• Assess source validity - origins, purpose, value and limitations.

 

D.    Group 4 - Experimental Sciences - Biology & Chemistry

1.  Course Description:

The two-year IB Biology or IB Chemistry program will enable students to understand, apply and use scientific facts, concepts, and techniques and present information using scientific terminology.  In addition, students will construct, analyze, and evaluate hypotheses and research questions and predictions.  Twenty-five percent of total instructional time will be spent on laboratory exercises.  A general goal for the course is that students be able to comprehend, appreciate, and put into context environmental issues, technological issues and scientific ethics.  A special interdisciplinary science project is required.

 

2.  Performance Criteria

After completing the program of study, students will be able to:

  • Demonstrate a mastery of precise and safe manipulative skills.
  • Appreciate science and creativity within global contexts.
  • Use knowledge of scientific and technological methodology.
  • Analyze, evaluate, and synthesize scientific information.
  • Recognize the need for effective collaboration and communication.
  • Appreciate the moral, societal, economic, and environmental impact of using science and technology.
  • Determine the possibilities and limitations associated with science and technology.
  • Understand the relationship between scientific disciplines and the shared nature of the scientific method.
  • Design and perform independent laboratory experiments.

 

E.     Group 5 - Mathematical Studies

1.  Course Description:

The course is designed for students with varied backgrounds and skills who will pursue advanced studies in areas not requiring higher mathematics.  Throughout the course, students will engage in a wide variety of problem-solving activities with an emphasis on applications of mathematics to real-life situations.

 

2.  Performance criteria

Having followed an International Baccalaureate program in mathematics, students will be expected to:

  • Know and use essential notation and terminology.
  • Know and use mathematical concepts and principles.
  • Represent a given situation in mathematical terms.
  • Select and use appropriate mathematics techniques for a given problem.
  • Develop and use mathematical arguments and reasoning at an appropriate level of sophistication.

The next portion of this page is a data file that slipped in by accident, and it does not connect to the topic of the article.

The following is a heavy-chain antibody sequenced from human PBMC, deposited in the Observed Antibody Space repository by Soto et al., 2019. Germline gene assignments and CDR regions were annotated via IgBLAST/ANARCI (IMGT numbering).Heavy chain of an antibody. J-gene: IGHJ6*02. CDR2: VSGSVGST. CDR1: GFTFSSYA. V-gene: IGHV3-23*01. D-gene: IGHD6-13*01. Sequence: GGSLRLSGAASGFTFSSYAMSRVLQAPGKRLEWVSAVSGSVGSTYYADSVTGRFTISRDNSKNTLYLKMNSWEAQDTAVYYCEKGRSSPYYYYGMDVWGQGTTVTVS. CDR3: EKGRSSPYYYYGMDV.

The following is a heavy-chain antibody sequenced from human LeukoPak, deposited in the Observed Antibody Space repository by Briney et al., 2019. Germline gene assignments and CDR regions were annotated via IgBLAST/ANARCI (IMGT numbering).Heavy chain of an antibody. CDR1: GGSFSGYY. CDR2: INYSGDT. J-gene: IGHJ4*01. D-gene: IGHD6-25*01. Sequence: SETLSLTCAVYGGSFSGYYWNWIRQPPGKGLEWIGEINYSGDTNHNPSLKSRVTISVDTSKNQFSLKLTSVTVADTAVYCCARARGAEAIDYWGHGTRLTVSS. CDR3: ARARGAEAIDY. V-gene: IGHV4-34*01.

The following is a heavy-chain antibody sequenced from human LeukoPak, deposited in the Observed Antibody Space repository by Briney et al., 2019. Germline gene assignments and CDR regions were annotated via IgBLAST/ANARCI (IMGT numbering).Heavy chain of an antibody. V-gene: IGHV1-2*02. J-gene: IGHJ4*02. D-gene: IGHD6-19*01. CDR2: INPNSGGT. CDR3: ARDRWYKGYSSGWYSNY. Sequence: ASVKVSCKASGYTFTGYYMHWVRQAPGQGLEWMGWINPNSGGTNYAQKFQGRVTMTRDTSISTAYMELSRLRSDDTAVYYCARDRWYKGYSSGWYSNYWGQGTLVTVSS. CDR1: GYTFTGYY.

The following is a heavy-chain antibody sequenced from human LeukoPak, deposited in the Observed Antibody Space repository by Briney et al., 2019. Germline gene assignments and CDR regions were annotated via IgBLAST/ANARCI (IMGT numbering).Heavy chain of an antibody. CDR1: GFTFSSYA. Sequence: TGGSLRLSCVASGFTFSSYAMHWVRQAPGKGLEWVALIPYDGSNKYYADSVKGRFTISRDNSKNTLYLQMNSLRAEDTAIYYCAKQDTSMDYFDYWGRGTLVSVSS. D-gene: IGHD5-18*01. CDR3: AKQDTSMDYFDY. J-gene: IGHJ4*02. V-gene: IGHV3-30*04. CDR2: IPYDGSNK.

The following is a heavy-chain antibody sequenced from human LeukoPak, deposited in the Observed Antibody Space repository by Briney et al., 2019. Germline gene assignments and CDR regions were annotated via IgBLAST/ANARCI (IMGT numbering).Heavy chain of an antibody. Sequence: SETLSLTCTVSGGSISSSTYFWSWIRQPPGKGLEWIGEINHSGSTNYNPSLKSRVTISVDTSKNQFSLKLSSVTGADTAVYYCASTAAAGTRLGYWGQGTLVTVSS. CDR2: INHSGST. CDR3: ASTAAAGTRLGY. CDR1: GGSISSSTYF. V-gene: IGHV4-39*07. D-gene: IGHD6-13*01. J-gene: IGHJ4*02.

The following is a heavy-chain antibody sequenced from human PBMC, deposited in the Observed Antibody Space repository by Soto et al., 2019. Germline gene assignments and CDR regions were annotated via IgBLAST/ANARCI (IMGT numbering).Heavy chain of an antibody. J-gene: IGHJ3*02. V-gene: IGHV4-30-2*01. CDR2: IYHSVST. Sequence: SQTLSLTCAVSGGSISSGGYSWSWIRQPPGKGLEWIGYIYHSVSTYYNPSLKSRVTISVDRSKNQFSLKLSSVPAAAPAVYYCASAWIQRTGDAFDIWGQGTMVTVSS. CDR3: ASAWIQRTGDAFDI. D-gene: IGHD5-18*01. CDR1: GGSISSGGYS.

• Present arguments in a clear, logical manner, both orally and in writing.
  • Interpret results in a correct context.
  • Demonstrate good mathematical practice in formulating and writing answers.
  • Demonstrate sensible approach to numerical and graphical accuracy.
  • Recognize patterns and structures in a variety of situations and draw inductive generalizations.
  • Make logical deductions from given data.
  • Demonstrate knowledge of the applications of mathematics to life in a technological society.

Mathematics: Mathematics SL

1.  Course Description:

The course is designed for students with varied backgrounds and skills who will pursue advanced studies in areas not requiring higher mathematics.  Throughout the course, students will engage in a wide variety of problem-solving activities with an emphasis on applications of mathematics to real-life situations.

2.  Performance criteria

Students will be expected to:

  • Know and use essential notation and terminology.
  • Know and use mathematical concepts and principles.
  • Represent a given situation in mathematical terms.
  • Select and use appropriate mathematical techniques for a given problem.
  • Develop and use mathematical arguments and reasoning at an appropriate level of sophistication.
  • Present arguments in a clear, logical manner, both orally and in writing.
  • Interpret results in a correct context.
  • Demonstrate good mathematical practice in formulating and writing answers.
  • Demonstrate sensible approach to numerical and graphical accuracy.
  • Recognize patterns and structures in a variety of situations and draw inductive generalizations.
  • Make logical deductions from given date.
  • Demonstrate knowledge of the applications of mathematics to life in a technological society.
  • Apply various mathematical methods of reasoning and thought to problems in a wide variety of areas of mathematics.

Course Overview

Both courses are intended for students with a strong background in mathematics, and whose interests lie in fields where mathematical skills and techniques are likely to be needed.  These courses equip students with the skills required to by our modern, technological society. Emphasis is placed in particular on the application of mathematics to real-life situations.

 

Units of Study:

  • Algebra
  • Functions and Equations
  • Circular Functions and Trigonometry
  • Matrices
  • Vectors
  • Statistics and Probability
  • Calculus